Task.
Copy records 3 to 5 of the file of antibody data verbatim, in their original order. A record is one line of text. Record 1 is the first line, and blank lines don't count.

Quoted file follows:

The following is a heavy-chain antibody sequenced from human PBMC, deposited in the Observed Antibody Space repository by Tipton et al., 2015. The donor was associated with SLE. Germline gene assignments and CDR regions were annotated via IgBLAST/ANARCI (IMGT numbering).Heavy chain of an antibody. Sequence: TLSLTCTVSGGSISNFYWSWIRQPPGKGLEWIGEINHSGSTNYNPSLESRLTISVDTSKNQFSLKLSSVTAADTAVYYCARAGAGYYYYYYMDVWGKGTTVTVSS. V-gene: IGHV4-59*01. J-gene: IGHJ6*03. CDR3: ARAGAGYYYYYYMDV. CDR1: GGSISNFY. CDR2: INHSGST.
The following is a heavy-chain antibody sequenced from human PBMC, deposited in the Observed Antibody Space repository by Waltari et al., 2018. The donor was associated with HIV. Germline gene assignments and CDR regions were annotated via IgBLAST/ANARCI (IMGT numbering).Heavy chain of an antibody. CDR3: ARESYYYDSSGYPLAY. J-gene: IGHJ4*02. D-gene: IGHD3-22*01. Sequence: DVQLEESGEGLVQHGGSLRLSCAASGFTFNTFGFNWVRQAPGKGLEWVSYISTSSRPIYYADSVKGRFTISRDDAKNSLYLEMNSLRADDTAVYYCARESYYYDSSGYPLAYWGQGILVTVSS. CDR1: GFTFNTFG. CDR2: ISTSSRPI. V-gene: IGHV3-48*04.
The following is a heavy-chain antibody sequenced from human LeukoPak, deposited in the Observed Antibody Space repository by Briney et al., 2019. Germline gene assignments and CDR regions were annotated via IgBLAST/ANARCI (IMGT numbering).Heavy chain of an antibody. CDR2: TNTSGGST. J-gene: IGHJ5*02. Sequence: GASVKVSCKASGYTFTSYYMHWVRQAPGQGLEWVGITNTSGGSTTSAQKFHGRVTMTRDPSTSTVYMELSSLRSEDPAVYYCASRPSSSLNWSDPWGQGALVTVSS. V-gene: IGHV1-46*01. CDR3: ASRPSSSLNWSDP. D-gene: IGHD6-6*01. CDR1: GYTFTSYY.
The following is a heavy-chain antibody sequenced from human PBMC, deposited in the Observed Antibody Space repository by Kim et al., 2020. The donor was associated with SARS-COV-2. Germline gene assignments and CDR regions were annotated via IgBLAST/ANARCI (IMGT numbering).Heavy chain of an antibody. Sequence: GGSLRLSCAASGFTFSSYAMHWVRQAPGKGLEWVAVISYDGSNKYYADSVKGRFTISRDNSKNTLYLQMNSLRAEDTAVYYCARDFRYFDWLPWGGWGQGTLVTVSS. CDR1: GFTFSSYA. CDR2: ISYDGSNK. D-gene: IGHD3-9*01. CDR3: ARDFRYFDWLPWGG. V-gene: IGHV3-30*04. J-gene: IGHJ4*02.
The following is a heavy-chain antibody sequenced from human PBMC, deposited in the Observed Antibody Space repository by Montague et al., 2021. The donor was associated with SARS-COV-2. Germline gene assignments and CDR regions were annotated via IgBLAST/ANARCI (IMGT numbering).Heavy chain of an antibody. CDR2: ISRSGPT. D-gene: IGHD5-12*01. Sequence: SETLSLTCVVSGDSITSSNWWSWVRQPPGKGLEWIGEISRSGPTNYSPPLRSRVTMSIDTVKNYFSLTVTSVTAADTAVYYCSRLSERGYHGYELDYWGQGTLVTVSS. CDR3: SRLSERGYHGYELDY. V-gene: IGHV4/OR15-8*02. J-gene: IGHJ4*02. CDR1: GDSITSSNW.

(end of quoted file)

The following is a heavy-chain antibody sequenced from human LeukoPak, deposited in the Observed Antibody Space repository by Briney et al., 2019. Germline gene assignments and CDR regions were annotated via IgBLAST/ANARCI (IMGT numbering).Heavy chain of an antibody. CDR2: TNTSGGST. J-gene: IGHJ5*02. Sequence: GASVKVSCKASGYTFTSYYMHWVRQAPGQGLEWVGITNTSGGSTTSAQKFHGRVTMTRDPSTSTVYMELSSLRSEDPAVYYCASRPSSSLNWSDPWGQGALVTVSS. V-gene: IGHV1-46*01. CDR3: ASRPSSSLNWSDP. D-gene: IGHD6-6*01. CDR1: GYTFTSYY.
The following is a heavy-chain antibody sequenced from human PBMC, deposited in the Observed Antibody Space repository by Kim et al., 2020. The donor was associated with SARS-COV-2. Germline gene assignments and CDR regions were annotated via IgBLAST/ANARCI (IMGT numbering).Heavy chain of an antibody. Sequence: GGSLRLSCAASGFTFSSYAMHWVRQAPGKGLEWVAVISYDGSNKYYADSVKGRFTISRDNSKNTLYLQMNSLRAEDTAVYYCARDFRYFDWLPWGGWGQGTLVTVSS. CDR1: GFTFSSYA. CDR2: ISYDGSNK. D-gene: IGHD3-9*01. CDR3: ARDFRYFDWLPWGG. V-gene: IGHV3-30*04. J-gene: IGHJ4*02.
The following is a heavy-chain antibody sequenced from human PBMC, deposited in the Observed Antibody Space repository by Montague et al., 2021. The donor was associated with SARS-COV-2. Germline gene assignments and CDR regions were annotated via IgBLAST/ANARCI (IMGT numbering).Heavy chain of an antibody. CDR2: ISRSGPT. D-gene: IGHD5-12*01. Sequence: SETLSLTCVVSGDSITSSNWWSWVRQPPGKGLEWIGEISRSGPTNYSPPLRSRVTMSIDTVKNYFSLTVTSVTAADTAVYYCSRLSERGYHGYELDYWGQGTLVTVSS. CDR3: SRLSERGYHGYELDY. V-gene: IGHV4/OR15-8*02. J-gene: IGHJ4*02. CDR1: GDSITSSNW.